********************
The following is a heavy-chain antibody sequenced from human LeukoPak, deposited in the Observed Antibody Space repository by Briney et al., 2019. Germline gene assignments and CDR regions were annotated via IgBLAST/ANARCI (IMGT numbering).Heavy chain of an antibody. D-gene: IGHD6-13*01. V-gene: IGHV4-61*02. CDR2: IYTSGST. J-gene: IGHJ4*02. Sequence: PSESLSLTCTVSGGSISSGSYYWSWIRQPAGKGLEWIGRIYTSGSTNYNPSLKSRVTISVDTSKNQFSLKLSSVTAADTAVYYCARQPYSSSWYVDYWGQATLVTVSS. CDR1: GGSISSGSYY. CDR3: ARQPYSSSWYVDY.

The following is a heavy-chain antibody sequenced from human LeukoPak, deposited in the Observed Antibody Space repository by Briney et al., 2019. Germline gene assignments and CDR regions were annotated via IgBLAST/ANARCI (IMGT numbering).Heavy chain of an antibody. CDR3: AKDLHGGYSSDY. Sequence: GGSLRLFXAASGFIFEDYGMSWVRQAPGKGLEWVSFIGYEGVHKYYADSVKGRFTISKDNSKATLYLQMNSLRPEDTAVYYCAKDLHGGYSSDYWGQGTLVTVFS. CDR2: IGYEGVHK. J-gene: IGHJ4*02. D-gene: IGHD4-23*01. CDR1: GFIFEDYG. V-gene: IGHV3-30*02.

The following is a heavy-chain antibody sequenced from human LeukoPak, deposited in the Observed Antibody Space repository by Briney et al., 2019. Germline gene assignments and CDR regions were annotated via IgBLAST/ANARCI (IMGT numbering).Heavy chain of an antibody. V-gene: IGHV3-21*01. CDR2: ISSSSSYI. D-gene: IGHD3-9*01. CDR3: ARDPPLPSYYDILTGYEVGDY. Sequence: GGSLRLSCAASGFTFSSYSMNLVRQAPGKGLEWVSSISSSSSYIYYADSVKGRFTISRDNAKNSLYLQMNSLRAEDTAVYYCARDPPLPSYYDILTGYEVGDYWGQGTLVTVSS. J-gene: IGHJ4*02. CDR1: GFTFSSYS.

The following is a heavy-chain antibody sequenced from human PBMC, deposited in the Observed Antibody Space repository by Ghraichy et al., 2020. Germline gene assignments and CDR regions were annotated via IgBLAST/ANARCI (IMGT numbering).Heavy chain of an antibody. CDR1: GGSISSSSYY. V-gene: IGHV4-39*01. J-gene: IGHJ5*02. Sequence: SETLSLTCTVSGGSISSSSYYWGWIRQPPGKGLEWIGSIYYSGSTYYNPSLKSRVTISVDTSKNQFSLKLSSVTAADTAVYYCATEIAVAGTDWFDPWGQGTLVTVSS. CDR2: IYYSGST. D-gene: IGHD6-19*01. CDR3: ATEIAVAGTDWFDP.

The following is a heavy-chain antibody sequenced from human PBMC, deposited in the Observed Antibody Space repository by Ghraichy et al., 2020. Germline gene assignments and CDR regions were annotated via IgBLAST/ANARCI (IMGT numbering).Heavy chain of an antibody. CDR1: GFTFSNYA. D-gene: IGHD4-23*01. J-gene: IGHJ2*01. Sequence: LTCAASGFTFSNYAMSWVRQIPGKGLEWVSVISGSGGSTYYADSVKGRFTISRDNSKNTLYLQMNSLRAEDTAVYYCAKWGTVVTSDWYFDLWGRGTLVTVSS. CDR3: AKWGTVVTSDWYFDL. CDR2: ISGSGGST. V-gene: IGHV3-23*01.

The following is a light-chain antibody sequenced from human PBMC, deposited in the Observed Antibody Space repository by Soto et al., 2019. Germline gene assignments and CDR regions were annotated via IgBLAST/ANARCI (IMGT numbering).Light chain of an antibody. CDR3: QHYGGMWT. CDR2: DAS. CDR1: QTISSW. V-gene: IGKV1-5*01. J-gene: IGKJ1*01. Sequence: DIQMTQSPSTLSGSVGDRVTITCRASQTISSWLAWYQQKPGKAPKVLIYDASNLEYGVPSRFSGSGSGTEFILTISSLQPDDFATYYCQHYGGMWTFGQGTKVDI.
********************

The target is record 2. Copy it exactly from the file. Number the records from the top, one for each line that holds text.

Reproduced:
The following is a heavy-chain antibody sequenced from human LeukoPak, deposited in the Observed Antibody Space repository by Briney et al., 2019. Germline gene assignments and CDR regions were annotated via IgBLAST/ANARCI (IMGT numbering).Heavy chain of an antibody. CDR3: AKDLHGGYSSDY. Sequence: GGSLRLFXAASGFIFEDYGMSWVRQAPGKGLEWVSFIGYEGVHKYYADSVKGRFTISKDNSKATLYLQMNSLRPEDTAVYYCAKDLHGGYSSDYWGQGTLVTVFS. CDR2: IGYEGVHK. J-gene: IGHJ4*02. D-gene: IGHD4-23*01. CDR1: GFIFEDYG. V-gene: IGHV3-30*02.